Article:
Amy Schumer, Kerry Washington (Reuters/Mario Anzuoni/Photo montage by Salon)

Kerry Washington's AdWeek fiasco: Magazines keep failing women — readers included

The same week, Amy Schumer fired back at Glamour for their "not cool" surprise plus-size feature


Mary Elizabeth Williams
April 7, 2016 12:04AM (UTC)

It's really impressive how profoundly unteachable the magazine industry remains when it comes to the ladies. Sure, every now and then a woman of color makes it to the cover of Vogue, the makeup-free celebrity photo shoot is a regular stunt, and perfectly gorgeous models who are not size 0 can even make it into the Sports Illustrated swimsuit issue. Yet the confining limits of what constitutes conventional attractiveness on an editorial level are still so very, very narrow. Fortunately, there are women like Amy Schumer and Kerry Washington, women who know how to deploy a well-worded social message to call out BS wrapped up in the guise of flattery.

On Instagram Monday, Amy Schumer shared a photo of the cover of Glamour's plus size special edition collaboration with Lane Bryant. There, in the lower right corner, was Glamour's enticement that inside are "Women who inspire us: Melissa McCarthy, Adele, Amy Schumer, Ashley Graham." As Schumer wrote, "I think there's nothing wrong with being plus size. Beautiful healthy women. Plus size is considered size 16 in America. I go between a size 6 and an 8. @glamourmag put me in their plus size only issue without asking or letting me know and it doesn't feel right to me. Young girls seeing my body type thinking that is plus size? What are your thoughts? Mine are not cool glamour not glamourous."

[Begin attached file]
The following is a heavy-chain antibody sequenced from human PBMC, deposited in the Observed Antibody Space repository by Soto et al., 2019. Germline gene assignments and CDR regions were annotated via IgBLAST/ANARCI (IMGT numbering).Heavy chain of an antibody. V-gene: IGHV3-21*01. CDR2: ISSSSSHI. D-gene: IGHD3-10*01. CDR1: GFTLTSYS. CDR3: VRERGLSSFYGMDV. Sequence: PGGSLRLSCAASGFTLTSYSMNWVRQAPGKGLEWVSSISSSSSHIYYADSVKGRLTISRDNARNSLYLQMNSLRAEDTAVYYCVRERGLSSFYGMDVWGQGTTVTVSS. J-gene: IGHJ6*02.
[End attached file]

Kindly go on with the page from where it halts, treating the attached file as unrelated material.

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A spokesperson for Glamour quickly noted that they didn't exactly come out and call Schumer plus sized, saying, "First off, we love Amy, and our readers do too – which is why we featured her on the cover of Glamour last year. The cover line on this special edition – which is aimed at women size 12 and up – simply says 'Women Who Inspire Us,' since we believe her passionate and vocal message of body positivity IS inspiring, as is the the message of the many other women, of all sizes, featured. The edition did not describe her as plus-size. We are sorry if we offended her in any way." Oh gosh, Amy Schumer, we're so sorry we called you inspiring!

Yeah, no — that's not it. Fashionista reports that the issue includes a letter from editor-in-chief Cindi Leive that reads, "Many Glamour readers who wear size 14 and up tell us they don't see images celebrating their shape as often as they'd like." The issue includes previous material from the regular magazine featuring Schumer, Melissa McCarthy, Lena Dunham and Christina Hendricks. All women who inspire Glamour! Yet despite the magazine's vow that the Lane Bryant edition features "women of all sizes," it doesn't sound like recent regular Glamour cover girls like Gwyneth Paltrow or Jennifer Lawrence made the cut.